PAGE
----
The Shia Power Brokers of the New Iraq

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Iraqi security forces backed by allied Shiite Popular Mobilization forces and Sunni tribal fighters prepare to attack Islamic State positions at Khalidiya Island in Anbar province, Iraq, Monday, Aug. 1, 2016. (RWA FAISAL/AP)

 

 

As the embattled country wages war on ISIS in the north, its future may be decided by clerics in the south.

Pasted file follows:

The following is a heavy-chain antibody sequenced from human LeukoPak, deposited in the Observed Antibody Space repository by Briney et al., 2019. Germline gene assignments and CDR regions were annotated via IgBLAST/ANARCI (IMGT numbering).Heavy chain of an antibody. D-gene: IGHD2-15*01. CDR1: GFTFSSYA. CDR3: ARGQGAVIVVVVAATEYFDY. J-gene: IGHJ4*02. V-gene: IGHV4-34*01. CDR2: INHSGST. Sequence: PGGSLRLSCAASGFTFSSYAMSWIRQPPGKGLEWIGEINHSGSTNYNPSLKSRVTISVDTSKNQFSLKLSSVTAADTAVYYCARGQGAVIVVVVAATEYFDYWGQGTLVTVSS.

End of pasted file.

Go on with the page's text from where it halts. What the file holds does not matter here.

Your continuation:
KARBALA, Iraq—The inner sanctum of the Imam Hussein Shrine shines day and night, illuminated by jeweled chandeliers. Their light is reflected in the mirrored domes of the roof, and gleams across the gold-framed marble walls. At the center of the shrine, a stream of pilgrims presses against the gilded grating that surrounds the sarcophagus of Hussein, grandson of the prophet Muhammad. In 680 AD, Imam Hussein was killed in the Battle of Karbala fighting the forces of the Umayyad caliph, his death cementing Sunni political dominance across the Islamic world. The battle was the point of no return in the schism between Sunni and Shia Islam, becoming the basis for the Shiites’ distinct rituals and identity, at the center of which is Hussein’s sacrifice.

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